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Worrisome Wednesday



In the immediate aftermath of the Alexandria shooting on June 14, the New York Times and Vice News joined the rising chorus of right-wing outrage with two pieces denouncing growing “left-wing extremism.” They failed to mention, of course, the rising tide of blood shed due to attacks by far-right activists before and since Trump’s inauguration, the current president’s own endorsement of violence on the campaign trail or the long history of right-wing forces urging their followers to embrace Second Amendment remedies as a solution to politics they oppose. On the surface, these shoddy pieces seem driven by a desire for hits, but lurking behind these words is the very real possibility of a new political panic targeting US progressive and left organizing and action.

Throughout US history, the forces of the left have suffered from numerous political purges, usually referred to as panics or scares, each of which were incited by incidents like the Scalise shooting. The first example was the suppression of the US Socialist Party and the Industrial Workers of the World for their opposition to US participation in the First World War in the First Red Scare. This position was hardly unique to the left, with antiwar sentiment enjoying broad support in US society. The Wilson administration responded harshly with the notorious Espionage and Sedition Acts, giving the state the tools needed to smash organized opposition. These efforts culminated in the brutal Palmer Raids, spearheaded by the FBI, which broke the back of the US left as punishment for their opposition to the war and radical actions, such as the Seattle General Strike.


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Texas Twirp Tuesday


Energy Secretary Rick Perry said Monday he does not believe carbon dioxide emissions are the main driver of the earth’s record-setting warming, a core finding of climate science. Instead, Perry said, the driver is most likely “the ocean waters and this environment that we live in.”

Perry became the second of President Donald Trump’s cabinet members to go on television to publicly dismiss the importance of CO2 in global warming, ignoring the scientific evidence. Environmental Protection Agency Administrator Scott Pruitt rejected its role in answer to essentially the same question in March, also on CNBC’s “Squawk Box.”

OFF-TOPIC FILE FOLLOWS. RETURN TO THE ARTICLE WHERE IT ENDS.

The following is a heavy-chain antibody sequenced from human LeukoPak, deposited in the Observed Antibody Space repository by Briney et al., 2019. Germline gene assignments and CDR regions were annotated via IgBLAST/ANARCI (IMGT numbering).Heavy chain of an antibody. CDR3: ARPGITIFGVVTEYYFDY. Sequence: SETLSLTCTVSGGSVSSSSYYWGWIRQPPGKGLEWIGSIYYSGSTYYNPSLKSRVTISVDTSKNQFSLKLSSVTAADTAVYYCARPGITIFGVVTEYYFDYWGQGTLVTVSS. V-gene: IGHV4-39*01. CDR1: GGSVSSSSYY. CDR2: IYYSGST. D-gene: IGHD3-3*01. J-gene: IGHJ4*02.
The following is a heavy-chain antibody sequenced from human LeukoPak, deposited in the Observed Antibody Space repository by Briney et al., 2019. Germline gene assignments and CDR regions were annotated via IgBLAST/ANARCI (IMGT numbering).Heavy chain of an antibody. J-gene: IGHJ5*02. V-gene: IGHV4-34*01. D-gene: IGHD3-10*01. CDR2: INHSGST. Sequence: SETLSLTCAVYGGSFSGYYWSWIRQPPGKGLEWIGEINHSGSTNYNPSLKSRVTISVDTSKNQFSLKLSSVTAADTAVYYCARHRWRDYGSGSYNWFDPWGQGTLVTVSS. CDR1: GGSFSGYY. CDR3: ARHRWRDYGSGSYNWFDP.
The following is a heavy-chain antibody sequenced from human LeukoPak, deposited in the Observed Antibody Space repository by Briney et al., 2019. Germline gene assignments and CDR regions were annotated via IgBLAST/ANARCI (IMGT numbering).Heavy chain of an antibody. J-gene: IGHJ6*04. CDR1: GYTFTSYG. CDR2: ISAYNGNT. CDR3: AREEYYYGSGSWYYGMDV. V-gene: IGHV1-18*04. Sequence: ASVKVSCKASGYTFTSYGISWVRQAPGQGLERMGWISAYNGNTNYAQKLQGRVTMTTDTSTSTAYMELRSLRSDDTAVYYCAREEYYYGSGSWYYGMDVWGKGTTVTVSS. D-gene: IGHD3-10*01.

But Perry went further in his response to CNBC host Joe Kernen—who has expressed his own skepticism about climate science in the past—when asked whether he viewed carbon dioxide as the main “control knob” for climate.

“No. Most likely the primary control knob is the ocean waters and this environment that we live in,” Perry, a former Texas governor, said.

Despite the fuzzy, circular illogic of that reply, Perry went on to say that skepticism about the scientific consensus is a sign of a “wise, intellectually engaged person.”


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Tin Horn Monday


Tin Horn Dicktator-in-Chief

“I need loyalty, I expect loyalty,” Trump told then FBI Director James Comey in January – even though FBI directors are supposed to be independent of a president, and Comey was only 4 years into a 10 year term.

Comey testified before the Senate that Trump tried to “create some sort of patronage relationship,” based on personal loyalty.

After Comey refused and continued to investigate possible connections between the Trump campaign and Russian operatives, Trump fired him.

Preet Bharara, who had been the United States Attorney for the Southern District of New York, said Trump tried to create the same sort of patronage relationship with him that he did with Comey.

Bharara’s office had been investigating Trump’s secretary of health and human services, Tom Price, and also looking into Russian money-laundering allegations against Deutsche Bank, Trump’s principal private lender.

When Bharara didn’t play along, Trump fired him.

Bharara said Comey’s testimony “felt a little bit like déjà vu.”

Den sez:
It should be noted that Sessions was the only point of contact for both men